Investing in understanding what motivates a high-value constituent pays long-term dividends.
Nonprofits appreciate donations of any size. But it’s fundraising from major donors that makes it possible for effective change. And finding and maintaining their contributions requires a different approach.
It’s all about relationships. Once you meet high net worth individuals who are interested in your organization, you’ll have to build a relationship with them. They need to validate their decision and they want assurance that a major donation will make a difference.
Are You Ready for Them?
Major donors become a valuable, ongoing source of income for your organization. The time and resources you spend on cultivating a big constituent should be considered a return on your investment. And it will take time.
That’s why it’s important to make sure your organization is prepared for the additional effort involved. You’re not just preparing a direct mail or online fundraising project that represents a single contact.
You’ll be engaging a major donor again and again. Not everybody has the personality or the patience to undertake this. You must identify and support individuals within your organization who value and are comfortable with nurturing these important relationships.
Big contributors have a different set of expectations. They want to feel an aspect of ownership. They’ll want help understanding and aligning with your mission. That includes what might be called an “inside track” on both your challenges and future plans.
Not everybody in your organization will be capable of this type of communication and relationship building. Members at the leadership level are often called upon to meet with potential major donors. And they’ll need to set aside the time to interact.
Understanding What Motivates a Major Donor
High net worth individuals often make decisions to give based on four main reasons:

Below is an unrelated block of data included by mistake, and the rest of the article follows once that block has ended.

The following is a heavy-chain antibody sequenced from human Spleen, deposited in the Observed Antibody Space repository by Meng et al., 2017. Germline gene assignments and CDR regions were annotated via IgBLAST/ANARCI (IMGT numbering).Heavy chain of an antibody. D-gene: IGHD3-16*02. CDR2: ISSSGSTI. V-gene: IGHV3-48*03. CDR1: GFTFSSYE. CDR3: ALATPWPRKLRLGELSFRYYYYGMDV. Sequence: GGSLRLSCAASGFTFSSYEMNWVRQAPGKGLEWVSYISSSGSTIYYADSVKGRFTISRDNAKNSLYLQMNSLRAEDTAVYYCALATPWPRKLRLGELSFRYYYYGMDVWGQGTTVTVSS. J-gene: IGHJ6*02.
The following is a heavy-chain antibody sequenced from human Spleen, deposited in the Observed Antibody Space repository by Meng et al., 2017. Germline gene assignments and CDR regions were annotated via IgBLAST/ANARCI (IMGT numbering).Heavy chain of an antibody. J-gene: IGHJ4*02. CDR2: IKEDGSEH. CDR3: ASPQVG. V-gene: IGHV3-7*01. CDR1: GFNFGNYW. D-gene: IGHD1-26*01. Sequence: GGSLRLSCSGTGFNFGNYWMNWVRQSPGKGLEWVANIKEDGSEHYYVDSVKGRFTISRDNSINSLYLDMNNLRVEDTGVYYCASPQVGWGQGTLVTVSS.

- They are personally associated with your cause – Affinity
- It’s a beneficial business decision or it enhances their social standing – Mutual Benefit
- They believe in giving, and their financial ability allows them to do so – Philanthropy
- They give because they enjoy the acknowledgment they receive as a result – Social Recognition
As your organization deepens relationships with potential supporters, you’ll start to see which of these motivations are at work. Then you’ll need to find ways you can align with the rationale. It’s a lot like meeting a new friend and over time finding out what you have in common.
The Influence Factor
Your actions and attitude will determine the success of obtaining a large donation. Your approach will have an influence. Here are the qualities the people from your organization who interact with major donors should have:
- You must establish a rapport if you expect to persuade. Are you able to see things from a donor’s point of view?
- You must create emotional engagement. Are you passionate about what your organization does?
- You must practice a patient persistence. Are you flexible enough to deal with indecision?
It’s rare that a high net worth individual will step forward and simply offer to make a major donation. You’ve got to find them. Research is your best tool. Fundraising software makes that a valuable and practical tool. It gives you access to filtered public information to help you identify the right prospects.
Don’t rule out what’s known as “soft information.” Ask your trustees, existing donors, and even friends or family to scan their networks. An introduction this way often achieves better results.
It might take years to obtain a major donation from a high net worth individual. That means you’ll want to engage as many as your organization can accommodate. This leads back to using research for a robust source of potential constituents.
You’ve probably heard growing discussions about transparency. That’s going to be a crucial area of development for your organization as you develop relationships with major donors. Many of them will want to be included in some of your organization’s activities. How can you accomplish this without distraction?
There is an art to asking, and it involves even more skill when asking for a major donation. Best-selling business author Bo Bennet wrote, “An objection is not a rejection; it is simply a request for more information.” Be prepared to hear “no.” Then find out how you can answer any questions causing their hesitance.
There should be absolutely no delay in thanking your donor when you do hear “yes.” The acknowledgement and expression of gratitude is a crucial part of closure. It brings a major constituent back to the reason why they chose to give. (In the for-profit world, it’s called “closing the sale.”)
It’s Only Just Begun
The relationship you’ve nurtured with a potential major donor may span months or even years before it’s fruitful. A large gift is not the end of that relationship.
These supporters are your best prospects for future contributions. Don’t wait until the thank you stage to start thinking about how you’ll nurture the next step of the relationship. You already know a lot about them. Put that knowledge to work.